The Black gap

NAR’s troubling analysis amid the nation’s booming housing market comes only one month after rival Zillow Corp. release a report that Black mortgage applicants are denied 84% more often than whites with same salary and credit background. (See story here).

In that Jan. 13 report, Zillow’s own analysis of data from the federal Home Mortgage Disclosure (HMDA) Act showing that while overall denial rates have decreased, Black applicants are increasingly more likely than white borrowers to be denied a mortgage.

At noted, the Black homeownership rate that ticked up before the pandemic has again begun to fall, spurred by a widening mortgage approval gap between Black and white applicants, according to the Seattle-based real estate data analytics firm. The new real estate mortgager’s study now shows that while overall denial rates have decreased, Black applicants are increasingly more likely than white borrowers to be denied a mortgage.

For example, Black applicants are denied a mortgage at a rate 84% higher than that of white applicants — a big jump from 2019, when the disparity sat at 74%. In the U.S., 19.8% of Black applicants are denied a mortgage, the highest among all races, and much higher than the 10.7% of white applicants who are denied.

Not surprisingly, Black applicants across the South have the highest mortgage turndowns with denial rates in Mississippi (31%), Louisiana (26.1%), Arkansas (26%) and South Carolina (25.8%) at the highest level.

“Homeowners have seen a plethora of housing gains during the pandemic, but the growing disparity between Black and white homeownership rates and home values paints the picture of who those winners actually are,” said Zillow economist Nicole Bachaud. “While credit borrowers overall are stronger now than ever, the gap in credit access is growing along racial lines. Policies and interventions that target the barriers keeping Black Americans from homeownership are keys to achieving housing equity.”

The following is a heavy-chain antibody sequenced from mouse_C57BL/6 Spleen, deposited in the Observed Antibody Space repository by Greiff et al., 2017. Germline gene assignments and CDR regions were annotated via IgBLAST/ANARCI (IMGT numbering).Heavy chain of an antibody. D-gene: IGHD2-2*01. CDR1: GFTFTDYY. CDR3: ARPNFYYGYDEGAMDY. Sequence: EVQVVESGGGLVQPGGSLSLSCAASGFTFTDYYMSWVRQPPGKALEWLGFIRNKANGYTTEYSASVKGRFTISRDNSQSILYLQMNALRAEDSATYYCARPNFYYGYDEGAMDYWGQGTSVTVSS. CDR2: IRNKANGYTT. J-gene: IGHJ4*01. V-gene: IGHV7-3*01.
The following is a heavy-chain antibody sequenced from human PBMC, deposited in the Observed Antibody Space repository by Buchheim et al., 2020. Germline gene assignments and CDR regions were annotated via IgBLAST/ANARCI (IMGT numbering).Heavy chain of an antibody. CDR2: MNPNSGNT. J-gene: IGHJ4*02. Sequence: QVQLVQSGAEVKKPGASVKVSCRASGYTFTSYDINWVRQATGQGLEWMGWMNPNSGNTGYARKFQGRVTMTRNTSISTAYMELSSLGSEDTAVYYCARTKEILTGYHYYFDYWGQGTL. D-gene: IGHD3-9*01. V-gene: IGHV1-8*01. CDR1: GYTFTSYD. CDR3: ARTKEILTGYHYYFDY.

According to another NAR report released on Feb. 17, 2021, the Black homeownership rate – 42% – represents a Black-white homeownership gap of almost 30%. That compares to overall U.S. homeownership rate was 64.2% in 2019 and 69.8% for non-Hispanic white Americans. The homeownership rate for Asian Americans and Hispanic Americans at the beginning of 2021 was 60.7% and 48.1%, respectively.

In addition, the sobering reporting shows that Black households, at 43%, are more than twice as likely than white households – 21% – to have student loan debt, with a median student loan debt for Black households of $40,000 compared to $30,000 for white households.

But most disturbing was the fact that Black mortgage applicants were rejected for home loans at a rate 2.5 times greater than white applicants – 10% vs. 4%, respectively. Nationwide, 43% of Black households can afford to buy the typical home compared to 63% of white households.

In November 2020, the nation’s most powerful real estate trade group representing 1.5 million members through the residential and commercial real estate industry, laid bare its past sins that have prevented millions of Black Americans and minorities from achieving the American dream of home ownership.

As the nation’s housing market rebound from the initial shocks of COVID-19 shutdown in early 2020, former NAR President Charles Oppler publicly apologized for past racist policies and practices that the influential trade lobby and its state associations across the U.S. supported for more than a century. During a virtual summit, a week before Thanksgiving sponsored by The Hill, a top political website, Oppler said unequivocally that NAR’s past racist policies — that included steering, redlining, and creating covenants that prohibited nonwhite people from living in certain communities — were wrong.

“We can’t go back to fix the mistakes of the past, but we can look this problem squarely in the eye,” Oppler said. “Change starts with us. We must remember this history if we hope to repair America’s racially divided communities.”

In its recent efforts to increase the nation’s housing stock, NAR is advocating that all levels of government include funding for affordable housing construction; preserve, expand and create tax incentives to renovate distressed properties; convert unused commercial space to residential units; and encourage and incentivize zoning reform.

In addition, NAR has asserted that expanding new-home construction by an additional 550,000 units a year for 10 years would create 2.8 million new jobs and generate more than $400 billion in economic activity. NAR and the Rosen Consulting Group’s Housing is Critical Infrastructure: Social and Economic Benefits of Building More Housing report examines the causes of America’s housing shortage and provides a range of actions that can effectively address this longtime problem.

To view The Double Trouble of the Housing Market report, go here: